The present study aimed to evaluate the toxic effect of ZnO NPs on theterrestrial slug Lehmannia nyctelia.

Methods

Chemicals and reagents

All chemical and reagents purchased were analytical grade. Zinc nitrate hydrate was purchased from Alfa Aesar (Ward Hill, MA), Ethanol, abs. 100% a.r. was procured from Chem-Lab., Belgium.

Preparation of ZnO nanoparticles

The zinc oxide nanoparticles (ZnO NPs) were prepared by thermal decomposition method as described by Shankar et al. (2013). Three grams of zinc nitrate were taken and fired in a furnace (air atmosphere) for 3 h at 500 °C. It was further grinded in a mortar to make a fine powder of ZnO NPs.

Characterization of ZnO NPs

ZnO NPs were characterized by X-ray diffraction (XRD), Fourier transform infrared spectroscopy (FTIR), scanning electron microscopy (SEM), and ultraviolet-visible spectroscopy (UV).

X-ray diffraction (XRD)

The structure of the nanoparticles was investigated by a Philips X-ray diffractometer (model PW 1720) at room temperature, with a step of 0.06°, in the range of 4° ≤ 2θ ≤ 89.89°. The average crystallite sizes were calculated by applying Scherrer’s equation: D = Kλ/βcosθ, where K is the shape factor whose value is taken as 0.89, λ is the wavelength of Cu Kα radiation (λ = 1.54178), and β is the corrected full width at half maximum (FWHM) of the diffraction peak and θ is the diffracting angle.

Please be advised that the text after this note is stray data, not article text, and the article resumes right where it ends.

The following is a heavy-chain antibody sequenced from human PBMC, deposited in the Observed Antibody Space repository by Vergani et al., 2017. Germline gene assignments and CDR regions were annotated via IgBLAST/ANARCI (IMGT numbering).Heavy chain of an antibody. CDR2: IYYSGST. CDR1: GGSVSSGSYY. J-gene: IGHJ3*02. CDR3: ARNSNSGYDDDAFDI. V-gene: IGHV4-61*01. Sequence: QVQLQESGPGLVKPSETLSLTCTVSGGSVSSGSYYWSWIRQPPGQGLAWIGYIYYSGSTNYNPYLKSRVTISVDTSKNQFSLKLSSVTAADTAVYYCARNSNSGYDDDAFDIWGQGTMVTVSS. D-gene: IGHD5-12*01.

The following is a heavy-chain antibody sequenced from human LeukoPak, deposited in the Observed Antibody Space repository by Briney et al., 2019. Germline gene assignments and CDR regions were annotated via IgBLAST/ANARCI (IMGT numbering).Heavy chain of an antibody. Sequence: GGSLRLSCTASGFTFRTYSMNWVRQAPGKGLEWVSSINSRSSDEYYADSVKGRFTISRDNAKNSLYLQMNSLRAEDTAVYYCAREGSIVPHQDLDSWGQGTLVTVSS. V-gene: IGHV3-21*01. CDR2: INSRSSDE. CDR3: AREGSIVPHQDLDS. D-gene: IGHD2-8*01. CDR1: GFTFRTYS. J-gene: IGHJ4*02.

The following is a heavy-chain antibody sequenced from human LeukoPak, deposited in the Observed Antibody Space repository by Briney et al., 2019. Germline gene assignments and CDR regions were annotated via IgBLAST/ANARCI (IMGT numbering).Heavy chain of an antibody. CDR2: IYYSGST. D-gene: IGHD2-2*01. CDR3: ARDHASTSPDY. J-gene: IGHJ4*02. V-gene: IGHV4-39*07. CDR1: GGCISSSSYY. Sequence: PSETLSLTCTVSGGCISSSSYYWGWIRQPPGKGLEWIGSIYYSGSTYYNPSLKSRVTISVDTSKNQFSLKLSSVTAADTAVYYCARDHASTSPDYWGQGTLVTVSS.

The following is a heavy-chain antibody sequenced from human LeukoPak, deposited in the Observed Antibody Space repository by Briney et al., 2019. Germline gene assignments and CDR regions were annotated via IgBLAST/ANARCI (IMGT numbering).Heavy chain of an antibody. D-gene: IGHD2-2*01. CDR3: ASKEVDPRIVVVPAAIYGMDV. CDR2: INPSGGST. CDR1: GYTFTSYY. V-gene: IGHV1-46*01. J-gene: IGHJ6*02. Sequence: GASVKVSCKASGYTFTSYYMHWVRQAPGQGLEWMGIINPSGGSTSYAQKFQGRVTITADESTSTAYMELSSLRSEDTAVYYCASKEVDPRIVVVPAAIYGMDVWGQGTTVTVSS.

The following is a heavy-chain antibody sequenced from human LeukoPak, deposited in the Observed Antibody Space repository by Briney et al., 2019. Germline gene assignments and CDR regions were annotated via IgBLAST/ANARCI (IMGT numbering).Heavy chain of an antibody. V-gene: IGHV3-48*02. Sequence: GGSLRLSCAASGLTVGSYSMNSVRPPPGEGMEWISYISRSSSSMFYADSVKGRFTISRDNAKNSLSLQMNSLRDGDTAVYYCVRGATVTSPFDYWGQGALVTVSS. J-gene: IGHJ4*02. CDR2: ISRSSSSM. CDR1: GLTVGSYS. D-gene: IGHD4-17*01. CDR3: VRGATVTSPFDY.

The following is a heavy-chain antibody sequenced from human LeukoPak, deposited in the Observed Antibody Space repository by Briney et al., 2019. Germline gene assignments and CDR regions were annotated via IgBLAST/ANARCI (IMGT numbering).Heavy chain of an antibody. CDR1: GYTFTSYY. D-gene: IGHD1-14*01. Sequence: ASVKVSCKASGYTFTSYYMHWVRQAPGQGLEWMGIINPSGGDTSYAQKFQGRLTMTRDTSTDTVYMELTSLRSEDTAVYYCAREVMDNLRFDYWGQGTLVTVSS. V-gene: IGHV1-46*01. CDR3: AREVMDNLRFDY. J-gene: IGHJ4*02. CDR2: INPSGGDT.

Fourier transform infrared spectroscopy (FTIR):

Infrared spectra were recorded on a Thermo Fisher–model: Nicolet iS10 FTIR spectrometer in a wave number range 4000–500 cm−1.

SEM and TEM

The morphology of the ZnO NPs powder sample was investigated by scanning electron microscopy (SEM; JEOL [model: JSM 5400LV]) and transmission electron microscopy (TEM; JEOL [model: JEM-100 CXII]).

UV-visible spectroscopy

The UV-vis absorption measurements of ZnO NPs were recorded in the range 200–800 nm by PerkinElmer; model: LAMBDA 750 UV/Vis/NIR Spectrophotometer. The synthesized ZnO NPs powder sample was dispersed in ethanol and optical characterizations were executed.

Collection of specimens

The experimental work was carried out using specimens of Lehmannia nyctelia, collected during autumn from Assiut University farm, Assiut Governorate, Egypt. Slugs were kept in normal laboratory conditions, maintained in plastic containers containing soil obtained from their natural habitat and fed with fresh lettuce daily.